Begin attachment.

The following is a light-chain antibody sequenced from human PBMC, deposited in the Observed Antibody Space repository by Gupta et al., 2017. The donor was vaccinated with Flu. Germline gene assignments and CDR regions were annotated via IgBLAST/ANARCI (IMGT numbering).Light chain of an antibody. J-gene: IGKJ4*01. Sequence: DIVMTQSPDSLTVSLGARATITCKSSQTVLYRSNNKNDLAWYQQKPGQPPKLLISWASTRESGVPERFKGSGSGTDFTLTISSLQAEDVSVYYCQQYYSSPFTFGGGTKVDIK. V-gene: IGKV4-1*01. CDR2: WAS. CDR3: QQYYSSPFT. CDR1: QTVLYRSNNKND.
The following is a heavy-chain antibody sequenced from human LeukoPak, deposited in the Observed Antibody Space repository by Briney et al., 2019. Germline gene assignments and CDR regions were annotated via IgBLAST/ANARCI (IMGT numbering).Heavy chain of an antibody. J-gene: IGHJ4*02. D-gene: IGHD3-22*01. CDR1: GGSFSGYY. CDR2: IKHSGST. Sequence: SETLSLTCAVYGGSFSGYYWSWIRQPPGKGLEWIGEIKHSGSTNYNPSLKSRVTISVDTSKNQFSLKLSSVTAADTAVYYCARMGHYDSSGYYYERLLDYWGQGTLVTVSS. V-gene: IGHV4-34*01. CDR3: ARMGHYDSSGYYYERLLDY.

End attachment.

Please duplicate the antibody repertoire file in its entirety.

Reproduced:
The following is a light-chain antibody sequenced from human PBMC, deposited in the Observed Antibody Space repository by Gupta et al., 2017. The donor was vaccinated with Flu. Germline gene assignments and CDR regions were annotated via IgBLAST/ANARCI (IMGT numbering).Light chain of an antibody. J-gene: IGKJ4*01. Sequence: DIVMTQSPDSLTVSLGARATITCKSSQTVLYRSNNKNDLAWYQQKPGQPPKLLISWASTRESGVPERFKGSGSGTDFTLTISSLQAEDVSVYYCQQYYSSPFTFGGGTKVDIK. V-gene: IGKV4-1*01. CDR2: WAS. CDR3: QQYYSSPFT. CDR1: QTVLYRSNNKND.
The following is a heavy-chain antibody sequenced from human LeukoPak, deposited in the Observed Antibody Space repository by Briney et al., 2019. Germline gene assignments and CDR regions were annotated via IgBLAST/ANARCI (IMGT numbering).Heavy chain of an antibody. J-gene: IGHJ4*02. D-gene: IGHD3-22*01. CDR1: GGSFSGYY. CDR2: IKHSGST. Sequence: SETLSLTCAVYGGSFSGYYWSWIRQPPGKGLEWIGEIKHSGSTNYNPSLKSRVTISVDTSKNQFSLKLSSVTAADTAVYYCARMGHYDSSGYYYERLLDYWGQGTLVTVSS. V-gene: IGHV4-34*01. CDR3: ARMGHYDSSGYYYERLLDY.